POLITICAL HISTORY opinions which Elizabeth preferred, were chiefly prevalent in London and in the commercial districts of the east and south-east. Rural Surrey lay back from the stir of foreign trade and of the opinions which came in its train. Neither Gardiner nor White would have hesitated to con- demn heretics had they found any. The same sheriffs of Surrey and Sussex, John Covert, William Saunders and Sir Edward Gage, who were responsible for putting the law in force in Sussex against twenty-seven persons, put none to death in Surrey. John Ashburnham was sheriff of both counties when the three were burnt in Southwark. He executed none in Sussex. The opinions were driven into concealment there per- haps. In Surrey they must have been throughout rare and obscure. In May, 1557, Lord Montague, from his house at St. Mary Overie's, sent his warrant to William More of Loseley and John Skynner of Reigate to muster men in Surrey for the defence of Calais. 1 War with France was imminent then. When in the next year Calais was taken, the men gathered in the southern counties were at Dover hindered from crossing by bad weather. The ill-starred reign ended on November 17, 1558, and Cardinal Pole died at Lambeth the next day. It was not till December, 1559, that Parker reigned in his stead at Lambeth, consecrated there on December 17. John White, Bishop of Winchester, had been deprived earlier in the year, and was succeeded by Robert Home. In the secular rule of Surrey there was not much change. The Earl of Arundel was continued as lord lieutenant till April, 1559, and was then succeeded by Lord Howard of Effing- ham, late Lord William Howard, who though uncle to Anne Boleyn had been a steady supporter and privy councillor of the late queen. William More became sherifF. He had been continued as a justice of the peace under Mary. His immediate care was the return of two knights of the shire to Elizabeth's first Parliament who might be trusted to vote for the restoration of the royal supremacy. It was by no means universally expected, even by some who wished it, that a freely elected Parliament would do this. It is interesting to find how generally men who knew what they were about applied to the sherifF as the person who could direct the elections. Charles Howard, afterwards Lord Ad- miral and Earl of Nottingham, was recommended by the powerful voice of his father, Lord Howard of Effingham. Sir William Fitz William and Richard Bydon, a gentleman of influence and a justice, had their views. Thomas Browne and Sir Henry Weston and Sir Thomas Copley recom- mended themselves. Thomas Browne indeed changed his mind, and at one time declined to be put forward, recommending Sir Thomas Cawar- den and Copley, but on the persuasion of his father again named him- self. 2 Weston and Copley were at least doubtful on the ecclesiastical question ; perhaps Charles Howard also was thought so then. Sir i Loseley MSS. May 4, 3 & 4 Ph. & M.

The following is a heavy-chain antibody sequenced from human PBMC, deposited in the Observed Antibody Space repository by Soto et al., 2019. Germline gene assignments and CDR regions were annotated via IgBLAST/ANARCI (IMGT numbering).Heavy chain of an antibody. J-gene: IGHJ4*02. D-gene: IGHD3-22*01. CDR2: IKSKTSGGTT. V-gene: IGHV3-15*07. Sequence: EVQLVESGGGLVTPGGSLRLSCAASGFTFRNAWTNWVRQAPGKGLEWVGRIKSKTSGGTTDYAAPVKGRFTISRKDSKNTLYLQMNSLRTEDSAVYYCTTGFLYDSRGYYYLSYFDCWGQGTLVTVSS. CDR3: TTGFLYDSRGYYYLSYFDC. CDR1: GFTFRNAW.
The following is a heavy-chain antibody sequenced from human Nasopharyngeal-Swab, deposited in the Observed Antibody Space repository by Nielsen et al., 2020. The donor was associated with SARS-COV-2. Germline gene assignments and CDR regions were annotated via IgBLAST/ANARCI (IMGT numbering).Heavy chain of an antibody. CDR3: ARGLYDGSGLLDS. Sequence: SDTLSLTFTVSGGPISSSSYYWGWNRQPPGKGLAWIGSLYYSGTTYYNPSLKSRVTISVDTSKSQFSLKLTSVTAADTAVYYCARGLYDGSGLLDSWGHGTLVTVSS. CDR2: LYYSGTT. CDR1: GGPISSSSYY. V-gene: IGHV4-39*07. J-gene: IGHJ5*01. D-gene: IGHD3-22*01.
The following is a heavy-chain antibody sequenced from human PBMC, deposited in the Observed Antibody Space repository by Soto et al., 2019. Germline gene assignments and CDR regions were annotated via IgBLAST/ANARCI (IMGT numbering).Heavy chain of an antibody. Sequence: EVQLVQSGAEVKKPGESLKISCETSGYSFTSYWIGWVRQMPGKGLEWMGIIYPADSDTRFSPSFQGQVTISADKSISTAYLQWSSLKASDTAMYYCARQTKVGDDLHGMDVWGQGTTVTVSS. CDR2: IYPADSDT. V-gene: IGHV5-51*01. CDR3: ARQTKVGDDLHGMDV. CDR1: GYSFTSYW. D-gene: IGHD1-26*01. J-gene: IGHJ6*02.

- Ibid. December 7, 1558, ii. 35 (Copley) ; December 14, 1558, ii. 1 6 (Browne) ; December 16,
1558, ii. 45 (Fitz William) ; December 18, 1558, ii. 17 (Browne) ; December 29, 1558, ix. 12 (Lord William Howard) ; December 27, 1558, ii. 25 (Bydon). 377